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Mourners in coal towns say goodbye to fallen miners

By Samira J. Simone, CNN
Loved ones of Benny Willingham comfort one another during his funeral Friday in Mullens, West Virginia.
Loved ones of Benny Willingham comfort one another during his funeral Friday in Mullens, West Virginia.
STORY HIGHLIGHTS
  • NEW: Deward Allen Scott's pastor said it was the "toughest funeral I've ever had to preach"
  • Loved ones gathered in four West Virginia towns for funerals Friday
  • Benny Willingham, 61, was remembered as "a man of God"
  • Pastor recalls Carl "Pee Wee" Acord's devotion to his grandchildren

Mullens, West Virginia (CNN) -- Benny Willingham was the type of person who would make sure you got home safely after he jumped your car battery. The kind of man who made sure to fix a leaky faucet or take out the trash at church. The grandpa who would never miss a grandson's ball game, even if he had to pull the first shift at a coal mine just hours later.

Willingham, 61, was laid to rest Friday, four days after a massive mine explosion at the Upper Big Branch coal mine in Naoma snatched his life and those of at least 24 others.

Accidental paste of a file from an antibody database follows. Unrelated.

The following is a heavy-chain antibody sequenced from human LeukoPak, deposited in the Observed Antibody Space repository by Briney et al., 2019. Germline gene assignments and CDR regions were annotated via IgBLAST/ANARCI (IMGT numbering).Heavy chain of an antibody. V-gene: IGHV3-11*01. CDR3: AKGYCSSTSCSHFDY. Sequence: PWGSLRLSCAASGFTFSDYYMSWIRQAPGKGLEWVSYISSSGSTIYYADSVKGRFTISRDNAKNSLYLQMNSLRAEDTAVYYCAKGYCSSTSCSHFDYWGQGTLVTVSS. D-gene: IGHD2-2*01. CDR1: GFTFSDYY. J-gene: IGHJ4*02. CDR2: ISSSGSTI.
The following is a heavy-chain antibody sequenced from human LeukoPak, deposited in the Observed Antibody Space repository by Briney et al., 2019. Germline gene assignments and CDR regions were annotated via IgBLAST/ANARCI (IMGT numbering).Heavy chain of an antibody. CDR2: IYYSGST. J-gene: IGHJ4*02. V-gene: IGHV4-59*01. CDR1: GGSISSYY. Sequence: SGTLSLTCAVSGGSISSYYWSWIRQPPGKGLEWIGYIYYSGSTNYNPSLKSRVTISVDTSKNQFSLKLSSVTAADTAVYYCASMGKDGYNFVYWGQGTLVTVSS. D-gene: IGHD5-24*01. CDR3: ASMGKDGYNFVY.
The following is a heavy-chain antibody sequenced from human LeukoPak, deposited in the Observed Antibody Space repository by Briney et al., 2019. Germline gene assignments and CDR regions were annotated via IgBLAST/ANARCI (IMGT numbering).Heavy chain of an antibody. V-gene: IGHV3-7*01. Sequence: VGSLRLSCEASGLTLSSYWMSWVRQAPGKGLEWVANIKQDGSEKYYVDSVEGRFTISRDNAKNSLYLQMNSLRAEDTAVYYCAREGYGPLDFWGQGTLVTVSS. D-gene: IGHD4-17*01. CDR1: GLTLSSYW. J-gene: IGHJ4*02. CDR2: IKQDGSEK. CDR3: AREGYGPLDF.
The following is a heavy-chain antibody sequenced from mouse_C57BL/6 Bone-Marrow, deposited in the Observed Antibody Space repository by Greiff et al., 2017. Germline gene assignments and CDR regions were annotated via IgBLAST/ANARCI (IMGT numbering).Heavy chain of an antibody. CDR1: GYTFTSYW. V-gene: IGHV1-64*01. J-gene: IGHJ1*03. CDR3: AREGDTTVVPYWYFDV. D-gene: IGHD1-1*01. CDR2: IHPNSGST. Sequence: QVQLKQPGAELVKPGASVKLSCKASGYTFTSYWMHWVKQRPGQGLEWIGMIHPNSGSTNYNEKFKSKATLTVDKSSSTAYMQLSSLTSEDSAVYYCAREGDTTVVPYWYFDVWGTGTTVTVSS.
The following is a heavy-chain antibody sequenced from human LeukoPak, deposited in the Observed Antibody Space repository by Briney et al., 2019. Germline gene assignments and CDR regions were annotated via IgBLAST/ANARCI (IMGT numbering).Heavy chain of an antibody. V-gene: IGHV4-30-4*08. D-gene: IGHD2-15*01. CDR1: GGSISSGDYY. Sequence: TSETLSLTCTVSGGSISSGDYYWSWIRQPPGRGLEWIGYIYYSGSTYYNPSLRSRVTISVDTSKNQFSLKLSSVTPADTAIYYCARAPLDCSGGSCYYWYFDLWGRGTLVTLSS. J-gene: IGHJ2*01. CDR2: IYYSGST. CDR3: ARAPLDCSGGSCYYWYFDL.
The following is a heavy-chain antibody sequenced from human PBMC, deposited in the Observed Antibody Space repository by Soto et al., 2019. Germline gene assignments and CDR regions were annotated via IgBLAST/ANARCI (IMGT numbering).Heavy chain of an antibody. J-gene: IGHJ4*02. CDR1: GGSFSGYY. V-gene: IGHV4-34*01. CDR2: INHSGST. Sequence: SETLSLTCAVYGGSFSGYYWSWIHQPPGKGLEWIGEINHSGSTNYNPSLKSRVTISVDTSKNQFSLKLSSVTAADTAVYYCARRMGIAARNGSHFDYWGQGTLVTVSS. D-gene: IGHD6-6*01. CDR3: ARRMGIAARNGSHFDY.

Hundreds filed into tiny mountain churches Friday to mourn four of their loved ones in southern West Virginia, where faith runs as rich and deep as the very coal seams that thousands risk their lives to extract.

Willingham was depicted as a larger-than-life figure who had three loves: God, family and coal. His death -- just five weeks before his planned retirement -- caught the community off guard. But then again, many said he was ready to go.

In his last testimony at the Family Worship Center, Willingham told the congregation, "If I die tomorrow, I've lived a good life."

"I'm not just talking about a Christian, I'm not saying a servant of God," his pastor, the Rev. Gary Pollard, told the mourners who packed the Pentecostal chapel in Willingham's hometown. "He was a man of God."

Willingham was a member of the mine's "Old Man Crew" -- a pack of seasoned miners known for their toughness and expertise underground at the mine, owned by Massey Energy Co. While he was looking forward to retirement, he wasn't sure it would suit him -- "he loved the work," Pollard said.

Around here, there's great weight put into being saved by the church -- a significant moment in one's life that's supposed to bring the grieving some comfort. Willingham was saved 19 years ago, Pollard said, and tried to spend time each day helping those he encountered.

The pastor recalled that the coal miner had given a way a vehicle to a man he barely knew, knowing that he wouldn't need the car as much during retirement and that the man was struggling to get to work every day.

"That's just the way Benny was."

Willingham oversaw a large family full of children and grandchildren. His grandson Travis wrote a letter to his late grandfather this week that, when read aloud during the service, moved the chapel into deeper sobs.